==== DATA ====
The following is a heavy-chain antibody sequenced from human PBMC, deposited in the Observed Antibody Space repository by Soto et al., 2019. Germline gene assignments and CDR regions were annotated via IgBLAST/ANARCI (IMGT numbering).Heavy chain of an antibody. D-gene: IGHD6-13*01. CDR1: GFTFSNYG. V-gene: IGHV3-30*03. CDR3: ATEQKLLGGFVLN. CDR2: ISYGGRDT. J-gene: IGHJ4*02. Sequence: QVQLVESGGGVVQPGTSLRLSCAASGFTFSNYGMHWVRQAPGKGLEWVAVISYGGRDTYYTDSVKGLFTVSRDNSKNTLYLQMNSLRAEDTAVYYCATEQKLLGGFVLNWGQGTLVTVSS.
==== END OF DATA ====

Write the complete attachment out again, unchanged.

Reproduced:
The following is a heavy-chain antibody sequenced from human PBMC, deposited in the Observed Antibody Space repository by Soto et al., 2019. Germline gene assignments and CDR regions were annotated via IgBLAST/ANARCI (IMGT numbering).Heavy chain of an antibody. D-gene: IGHD6-13*01. CDR1: GFTFSNYG. V-gene: IGHV3-30*03. CDR3: ATEQKLLGGFVLN. CDR2: ISYGGRDT. J-gene: IGHJ4*02. Sequence: QVQLVESGGGVVQPGTSLRLSCAASGFTFSNYGMHWVRQAPGKGLEWVAVISYGGRDTYYTDSVKGLFTVSRDNSKNTLYLQMNSLRAEDTAVYYCATEQKLLGGFVLNWGQGTLVTVSS.